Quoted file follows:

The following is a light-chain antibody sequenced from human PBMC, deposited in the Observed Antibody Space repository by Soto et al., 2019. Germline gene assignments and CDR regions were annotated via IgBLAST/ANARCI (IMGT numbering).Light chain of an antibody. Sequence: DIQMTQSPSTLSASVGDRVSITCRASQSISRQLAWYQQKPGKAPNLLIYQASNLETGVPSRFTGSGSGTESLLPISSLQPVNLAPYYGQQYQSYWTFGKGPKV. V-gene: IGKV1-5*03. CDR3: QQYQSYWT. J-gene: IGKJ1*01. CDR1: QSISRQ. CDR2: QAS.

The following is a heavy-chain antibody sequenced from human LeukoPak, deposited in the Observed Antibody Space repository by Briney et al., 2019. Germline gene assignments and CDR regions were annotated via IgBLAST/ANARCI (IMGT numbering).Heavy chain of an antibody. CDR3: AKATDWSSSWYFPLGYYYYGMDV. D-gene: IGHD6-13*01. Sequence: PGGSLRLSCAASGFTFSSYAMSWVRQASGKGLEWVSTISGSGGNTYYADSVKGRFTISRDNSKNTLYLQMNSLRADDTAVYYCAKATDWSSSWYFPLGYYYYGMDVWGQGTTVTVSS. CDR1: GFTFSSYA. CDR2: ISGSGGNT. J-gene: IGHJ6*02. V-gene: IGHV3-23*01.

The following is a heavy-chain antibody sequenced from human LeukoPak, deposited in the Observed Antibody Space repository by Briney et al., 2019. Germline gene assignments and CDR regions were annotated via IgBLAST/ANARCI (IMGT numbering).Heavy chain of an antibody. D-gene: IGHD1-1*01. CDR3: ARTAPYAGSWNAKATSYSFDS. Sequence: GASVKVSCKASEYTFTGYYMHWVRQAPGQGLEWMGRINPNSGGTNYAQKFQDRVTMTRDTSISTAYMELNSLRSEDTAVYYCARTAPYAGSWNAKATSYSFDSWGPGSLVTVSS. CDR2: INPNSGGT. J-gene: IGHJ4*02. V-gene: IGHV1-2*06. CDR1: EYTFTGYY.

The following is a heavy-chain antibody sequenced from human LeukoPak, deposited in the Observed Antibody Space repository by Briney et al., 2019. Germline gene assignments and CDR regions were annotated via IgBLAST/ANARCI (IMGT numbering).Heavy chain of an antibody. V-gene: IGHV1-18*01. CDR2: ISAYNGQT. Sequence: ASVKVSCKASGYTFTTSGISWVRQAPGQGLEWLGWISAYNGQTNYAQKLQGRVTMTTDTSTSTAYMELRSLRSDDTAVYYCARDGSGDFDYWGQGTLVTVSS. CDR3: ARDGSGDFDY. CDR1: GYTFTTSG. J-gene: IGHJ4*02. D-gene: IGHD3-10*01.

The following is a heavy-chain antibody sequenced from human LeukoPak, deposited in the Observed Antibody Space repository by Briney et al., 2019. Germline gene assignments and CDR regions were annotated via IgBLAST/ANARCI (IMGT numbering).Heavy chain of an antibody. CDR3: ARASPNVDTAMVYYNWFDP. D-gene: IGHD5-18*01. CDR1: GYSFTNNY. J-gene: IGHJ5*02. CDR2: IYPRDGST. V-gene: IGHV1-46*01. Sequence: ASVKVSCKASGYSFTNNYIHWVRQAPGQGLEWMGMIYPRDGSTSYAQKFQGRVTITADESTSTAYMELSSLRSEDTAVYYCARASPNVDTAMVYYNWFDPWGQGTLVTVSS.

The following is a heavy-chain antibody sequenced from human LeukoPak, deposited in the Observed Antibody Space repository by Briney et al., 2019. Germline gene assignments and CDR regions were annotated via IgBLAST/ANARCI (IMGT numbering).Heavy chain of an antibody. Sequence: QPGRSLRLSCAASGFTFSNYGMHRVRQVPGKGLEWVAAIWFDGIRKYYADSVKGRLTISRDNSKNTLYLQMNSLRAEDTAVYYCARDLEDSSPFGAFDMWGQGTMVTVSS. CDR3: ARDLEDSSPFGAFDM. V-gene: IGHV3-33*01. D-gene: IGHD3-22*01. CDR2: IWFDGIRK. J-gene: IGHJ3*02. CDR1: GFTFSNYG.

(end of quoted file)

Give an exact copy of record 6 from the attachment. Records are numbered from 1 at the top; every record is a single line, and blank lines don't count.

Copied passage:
The following is a heavy-chain antibody sequenced from human LeukoPak, deposited in the Observed Antibody Space repository by Briney et al., 2019. Germline gene assignments and CDR regions were annotated via IgBLAST/ANARCI (IMGT numbering).Heavy chain of an antibody. Sequence: QPGRSLRLSCAASGFTFSNYGMHRVRQVPGKGLEWVAAIWFDGIRKYYADSVKGRLTISRDNSKNTLYLQMNSLRAEDTAVYYCARDLEDSSPFGAFDMWGQGTMVTVSS. CDR3: ARDLEDSSPFGAFDM. V-gene: IGHV3-33*01. D-gene: IGHD3-22*01. CDR2: IWFDGIRK. J-gene: IGHJ3*02. CDR1: GFTFSNYG.